I was listening to the “Mike and Mike Show” on ESPN radio on the way to work one morning when I heard Mike Greenberg utter a familiar phrase for those of us in the sales arena, “Under-promise and over-deliver.” Even if you’re not in sales you might have heard the phrase before. What you may not understand is why it works so well.
Under promising and over delivering helps make happy customers because you set expectations you should be able to deliver on and that’s the key. For example, does it bother you when you call a customer service number and hear, “Your call is very important to us and will be answered in the order it was received. Right now your estimated wait is five minutes,” and the wait ends up being seven or eight minutes? I know it bugs me.
How do you feel when this happens, “Your call is very important to us and will be answered in the order it was received. Right now your estimated wait is ten minutes,” and the wait ends up being seven or eight minutes? If you’re like most people you feel pretty good…or at least better than you did in the first scenario.
Why is this so? It’s simple. In one case the expectation wasn’t met but in the other it was exceeded. It didn’t matter that in both cases the actual wait time was the same. This is a classic case of “compared to what?” which derives its power from something know as the contrast phenomenon in the study of influence. What we compare something to can make all the difference in our experience.
Most people make the mistake of over promising and then under delivering. For example, a company wants to get a new order and they bid too low only to come back later and raise their price…or try to raise it and anger the customer. They may have gotten the contract but an upset customer will talk to a lot more friends than a happy one so it ends up hurting business in the long run.
Here’s something most of us face on occasion – time away from the office. When we leave the office we change our voicemail and turn on the out of office message to alert people that we’re away. When I take family time I clearly tell people I won’t be checking voicemail or email but when it’s not family time that’s different. If I’m traveling for business I’m still more difficult to reach so I might us a message that incorporates something like this:
“While I’m away my access to voicemail and email will be limited. I’ll do my best to reach you while I’m traveling but it might be Monday before you hear from me.”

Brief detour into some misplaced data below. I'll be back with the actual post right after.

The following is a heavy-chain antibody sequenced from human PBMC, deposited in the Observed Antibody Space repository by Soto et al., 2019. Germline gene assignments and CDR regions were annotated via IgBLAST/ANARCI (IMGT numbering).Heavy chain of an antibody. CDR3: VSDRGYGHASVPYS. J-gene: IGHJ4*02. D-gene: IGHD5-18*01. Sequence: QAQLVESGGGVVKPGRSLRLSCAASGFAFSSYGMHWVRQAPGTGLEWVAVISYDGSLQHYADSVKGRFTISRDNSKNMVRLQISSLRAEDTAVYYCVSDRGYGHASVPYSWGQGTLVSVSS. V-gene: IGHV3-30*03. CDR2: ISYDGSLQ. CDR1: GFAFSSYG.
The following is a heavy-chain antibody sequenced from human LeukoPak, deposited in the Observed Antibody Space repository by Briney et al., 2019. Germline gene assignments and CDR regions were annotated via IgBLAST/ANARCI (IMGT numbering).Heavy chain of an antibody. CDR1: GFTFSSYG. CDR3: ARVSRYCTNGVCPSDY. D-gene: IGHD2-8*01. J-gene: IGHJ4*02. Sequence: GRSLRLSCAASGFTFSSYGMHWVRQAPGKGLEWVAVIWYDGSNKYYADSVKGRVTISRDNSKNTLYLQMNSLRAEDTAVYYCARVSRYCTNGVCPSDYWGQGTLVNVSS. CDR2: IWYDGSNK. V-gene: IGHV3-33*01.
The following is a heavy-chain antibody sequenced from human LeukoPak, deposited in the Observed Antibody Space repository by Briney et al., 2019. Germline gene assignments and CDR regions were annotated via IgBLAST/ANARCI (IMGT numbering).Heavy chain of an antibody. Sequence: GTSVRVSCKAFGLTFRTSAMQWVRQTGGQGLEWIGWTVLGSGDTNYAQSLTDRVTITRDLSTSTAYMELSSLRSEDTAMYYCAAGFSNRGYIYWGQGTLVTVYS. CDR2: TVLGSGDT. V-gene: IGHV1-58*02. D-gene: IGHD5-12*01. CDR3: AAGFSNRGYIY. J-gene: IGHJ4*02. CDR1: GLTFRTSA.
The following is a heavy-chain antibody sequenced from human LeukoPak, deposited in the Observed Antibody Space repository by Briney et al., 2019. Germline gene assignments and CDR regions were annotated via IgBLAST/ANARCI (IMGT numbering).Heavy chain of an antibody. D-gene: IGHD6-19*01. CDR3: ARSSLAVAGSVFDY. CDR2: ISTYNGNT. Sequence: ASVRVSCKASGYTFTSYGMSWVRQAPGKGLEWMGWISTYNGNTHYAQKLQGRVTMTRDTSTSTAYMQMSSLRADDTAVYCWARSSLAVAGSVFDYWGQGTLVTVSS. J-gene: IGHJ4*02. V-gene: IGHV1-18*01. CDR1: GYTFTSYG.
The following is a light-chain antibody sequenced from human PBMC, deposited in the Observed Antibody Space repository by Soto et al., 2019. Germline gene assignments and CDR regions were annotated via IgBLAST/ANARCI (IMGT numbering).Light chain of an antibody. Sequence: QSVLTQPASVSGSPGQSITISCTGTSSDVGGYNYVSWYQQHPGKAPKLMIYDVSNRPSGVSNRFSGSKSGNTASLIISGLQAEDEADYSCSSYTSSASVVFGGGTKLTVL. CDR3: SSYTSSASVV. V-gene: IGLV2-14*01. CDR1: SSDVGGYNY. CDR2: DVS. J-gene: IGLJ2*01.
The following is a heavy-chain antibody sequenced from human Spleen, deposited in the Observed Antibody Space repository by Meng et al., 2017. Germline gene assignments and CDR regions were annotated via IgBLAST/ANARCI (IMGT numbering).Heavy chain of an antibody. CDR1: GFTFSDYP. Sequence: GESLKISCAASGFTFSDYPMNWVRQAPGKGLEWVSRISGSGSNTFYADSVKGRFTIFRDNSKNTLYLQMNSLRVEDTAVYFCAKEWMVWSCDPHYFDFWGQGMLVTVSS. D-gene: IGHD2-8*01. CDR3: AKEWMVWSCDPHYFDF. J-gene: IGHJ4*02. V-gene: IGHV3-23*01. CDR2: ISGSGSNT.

We live in an almost fully wired world where people expect 24×7 communication unless we set a different expectation. When people call or email they’re not thinking about how busy we might be unless we let them in on that fact. My message doesn’t promise the other person will hear from me but when they do I usually get a response along these lines, “Hey, thanks for getting back to me. I know you’re out so I wasn’t expecting to hear from you till Monday.” Do you think they’re happy? You bet they are because I exceeded their expectation. I under promised and over delivered.
I say this often; understanding persuasion isn’t a magic wand that will get you what you want every time. And let me add to that there are always exceptions to the rule. Sometimes there’s the difficult customer who doesn’t care what you’re doing because they want an answer now. For folks like that I always make sure to include in my message a way to reach a real live person in my absence so they can get immediate help when needed.
I love what I do and the company I work for – State Auto Insurance – but I’m not an employee 24×7, nor is work the most important thing in life. I have parameters in my life and to remind me of that my personal mission statement concludes with this – I work to live, I don’t live to work. I’ll never sacrifice my faith, family or personal well being at the expense of my career.
So let me encourage you; set the parameters on whatever you do and remember that under promising and over delivering is the better strategy to take because the science tells us so.
Helping You Learn to Hear “Yes”.